Day 6 #highlights – August 6

Cariboo Falls.

The weather today was the best it could possibly be. The skies were generally overcast but the ceiling high. It was warm but not stifling.

Morning on Lanezi Lake

We paddled through Lanezi and Sandy Lakes with calm waters. We stopped in at every campsite along the way foraging for firewood but found very little. It was a peaceful paddle with much laying about.

Thomas takes a nap on the back of the Mullet

Coming into the Cariboo River the sun punctured it’s veil of thin clouds and prompted the rolling up of sleeves and pant legs. It was glorious. Of course, we’d all been getting more sun during the day than we realized and would later find, sitting around the campsite, that faces and arms and legs were feeling the initial itching of light burns.

We strung up a tarp at the campsite on Rum Lake. It turns out that there was plenty of firewood here. Steven and Jaron occupied themselves with splitting the firewood. Soon Anna and even Lilli were involved. Ted gave a master class in firewood splitting and I was reminded of his seemingly natural ability to teach others.

We did some axe throwing. I think we threw against the same fir tree we used 10 years ago for the same purpose. Ted and I were at it for a while before Jaron and Steven noticed and joined in. Dave too made a few throws. Matt would throw later with Ted when the Chattertons, Andrew, Jaron and I went out to the falls. Not everyone was keen on the hike to the falls. For many this was the hardest day of paddling yet. It was certainly the farthest uninterrupted paddle.

Throwing axes at Rum Lake

We were greeted at the trailhead by a hand written note on the entrance sign. Visitors earlier that day had encountered a hornets nest at the bottom of the falls and were stung repeatedly. The sign encouraged a visit but cautioned getting too close. We pressed on grateful for the forewarning.

The falls were impressive, of course. It was fun to hear Jaron’s exclamation of surprise when he saw them. That’s a lot of water going over that drop. It makes you consider just how much water we’ve been paddling through. That gasp of surprise is such a motivator to take these trips. I have found over the years that the most stunning views, the hardest won victories, the discovery of the most magical scenes are worth every effort but while experiencing them alone might take your breath away, experiencing these things with others, especially those you love, far outweighs any solitary experience.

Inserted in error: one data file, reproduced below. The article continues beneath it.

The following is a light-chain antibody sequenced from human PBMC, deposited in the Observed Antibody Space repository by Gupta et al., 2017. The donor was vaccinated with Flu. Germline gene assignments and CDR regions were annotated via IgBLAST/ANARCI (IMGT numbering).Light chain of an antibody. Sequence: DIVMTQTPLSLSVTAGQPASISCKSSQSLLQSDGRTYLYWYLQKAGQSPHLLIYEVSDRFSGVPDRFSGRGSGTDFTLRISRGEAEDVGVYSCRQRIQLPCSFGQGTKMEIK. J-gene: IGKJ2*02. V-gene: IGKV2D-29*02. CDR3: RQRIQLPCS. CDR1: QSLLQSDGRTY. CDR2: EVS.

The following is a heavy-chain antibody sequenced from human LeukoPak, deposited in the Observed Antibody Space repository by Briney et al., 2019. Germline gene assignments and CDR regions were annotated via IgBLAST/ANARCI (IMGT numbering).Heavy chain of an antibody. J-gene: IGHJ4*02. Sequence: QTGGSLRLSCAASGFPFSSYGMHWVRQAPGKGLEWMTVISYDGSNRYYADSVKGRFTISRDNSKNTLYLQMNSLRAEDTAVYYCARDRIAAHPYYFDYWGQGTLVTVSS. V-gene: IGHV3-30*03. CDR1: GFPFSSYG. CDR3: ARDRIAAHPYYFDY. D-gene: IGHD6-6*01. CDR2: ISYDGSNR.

James and his boys Jaron and Andrew

We didn’t get right down to the bottom of the falls out of caution for the hornets. But we got fairly close and took several pictures. The hike through the blueberry field was not as fruitful as hoped as the blueberries were not in season. There were huckleberries though. The Chattertons filled a small tupperware for their morning pancakes.

The sun was failing by the time we were headed back. It made for a stunning scene.
We arrived back at camp to discover they had a small scare with a bear. The camp next door scared it off with an air horn but might have sent it toward our camp. They made a mad dash to get everything put away and into a defensive position. The bear never materialized though.

Dark clouds were blowing in as the light failed. Yet it was warm and I went to bed hopeful for blue skies in the morning. It would be very welcome to have multiple swimming opportunities on our last full day. It is a Sunday tomorrow. I think the Lord is pleased with this whole adventure. We’ve grown closer as family and friends. We’ve learned about each other and overcome some small challenges together (rough portages, cold and rainy weather, long paddles). It feels like a spiritual binding together. I’m grateful to have made the effort to bring this trip together. One more full day before the close.

Una Lake at sunset.